12. DW Winnicott, a British contemporary of Jung's wrote of play being an expression of ones internal self, working things out from within. The playing space is neither inside nor out but somewhere in between. Jung's recognition that play was the only way he could reach himself was inspirational and very wise. Thankyou for this thought provoking post.

  13. It's funny how unquestioned, conventional concepts get turned on their head the older one gets. We think we're progressing up a life-mountain of knowledge and wisdom. No! The 'progress' is more circular. We think one day in the future we'll become mature, enlightened. No! It's happening in the moment now if we did but realise it. And we think, as 'sensible' adults, that we must put away childish things. No! Play is, as you say, divine, and, as such, not frivolous but profoundly serious (serious in the sense of important, creative, necessary). What struck me most about Jung's piece was the last sentence: 'For it was a painfully humiliating experience to realize that there was nothing to be done except play childish games.' Painfully humiliating. What truth and honesty here. And when we are able to dissolve the humiliation, what a relief.

  14. ruth, i laugh. this is what i wrote as a prompt to this day, the first day i have alone after the holidays, we should all consider ourselves lunatics. it is based deeply in the notion of play, of not minding judgement, of being the eternal and unfettered self. this is my exercise in life. this is my path to me and my path to me is the same (and only) path outward to the world.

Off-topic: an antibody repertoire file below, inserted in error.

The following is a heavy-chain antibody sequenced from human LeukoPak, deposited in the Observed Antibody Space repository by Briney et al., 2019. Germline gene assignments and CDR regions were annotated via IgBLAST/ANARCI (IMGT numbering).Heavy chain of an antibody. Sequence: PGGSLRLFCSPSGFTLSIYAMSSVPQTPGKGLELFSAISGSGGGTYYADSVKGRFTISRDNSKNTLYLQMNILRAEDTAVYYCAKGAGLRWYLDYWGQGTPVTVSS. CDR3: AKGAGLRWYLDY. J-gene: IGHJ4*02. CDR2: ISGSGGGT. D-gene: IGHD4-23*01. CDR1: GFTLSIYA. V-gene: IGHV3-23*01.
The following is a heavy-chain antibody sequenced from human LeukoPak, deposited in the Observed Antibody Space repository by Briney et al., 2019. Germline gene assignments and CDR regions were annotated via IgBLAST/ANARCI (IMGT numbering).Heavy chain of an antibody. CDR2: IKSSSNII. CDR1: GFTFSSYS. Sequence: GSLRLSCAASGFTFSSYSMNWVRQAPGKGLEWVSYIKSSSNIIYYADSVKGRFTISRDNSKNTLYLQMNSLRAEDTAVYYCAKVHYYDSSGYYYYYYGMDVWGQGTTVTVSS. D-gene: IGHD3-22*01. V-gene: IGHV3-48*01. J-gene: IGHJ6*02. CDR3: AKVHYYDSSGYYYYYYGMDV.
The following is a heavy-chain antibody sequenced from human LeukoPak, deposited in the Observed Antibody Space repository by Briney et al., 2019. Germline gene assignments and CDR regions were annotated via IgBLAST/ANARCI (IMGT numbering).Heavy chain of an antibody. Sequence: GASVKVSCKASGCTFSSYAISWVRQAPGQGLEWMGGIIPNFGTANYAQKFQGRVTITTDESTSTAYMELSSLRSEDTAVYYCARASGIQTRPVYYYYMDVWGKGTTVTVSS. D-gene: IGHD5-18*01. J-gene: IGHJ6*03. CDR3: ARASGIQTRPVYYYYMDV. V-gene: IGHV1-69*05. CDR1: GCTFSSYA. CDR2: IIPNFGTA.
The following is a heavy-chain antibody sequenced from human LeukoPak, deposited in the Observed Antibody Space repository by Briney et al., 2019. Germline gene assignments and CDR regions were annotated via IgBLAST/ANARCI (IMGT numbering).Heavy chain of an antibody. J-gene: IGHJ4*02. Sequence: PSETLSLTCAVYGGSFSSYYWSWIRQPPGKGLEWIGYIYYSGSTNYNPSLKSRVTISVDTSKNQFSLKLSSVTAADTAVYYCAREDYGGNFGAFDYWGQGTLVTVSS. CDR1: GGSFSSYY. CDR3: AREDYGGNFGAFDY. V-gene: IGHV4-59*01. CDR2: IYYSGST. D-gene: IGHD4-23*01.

indeed, why is it everywhere we look we see the road to childhood? because we are too bound by the formulas we heap upon ourselves as we age. the formulas are steeped in fear. we must return to a time before we have created the formulas of fear, which are lies. only there can we recognize the real potential in life which is to relish this experience of body and spirit. how else do we manage to do this but through play? let us play at our lives. this is the only serious work that will take us anywhere real. let us not mind being lunatics.

    what a beautiful post, ripe with a gift to our own potentials.


  15. As a silent listener who has been deeply moved by the wisdom found here .... thank you for another year of connection.

  16. What is play? What is fun? What is love? What is a child? How to be childlike? Ack! And yet I know it true...this insistence within us that there is more than just responsibility. That going through the motions is an adult notion with no logic. Rilke (whoever the heck that is) is right. Profound remembrance, and it will keep insisting what it knows until acknowledged. "Ain't no gettin' around it Shelby!"

  17. We don't stop playing because we grow old, we grow old because we stop playing.
    — George Bernard Shaw

  18. I remember one of my high school teachers saying, "adults are only part time."


Rainer Maria Rilke wrote, “Go into yourself and see how deep the place is from which your life flows.”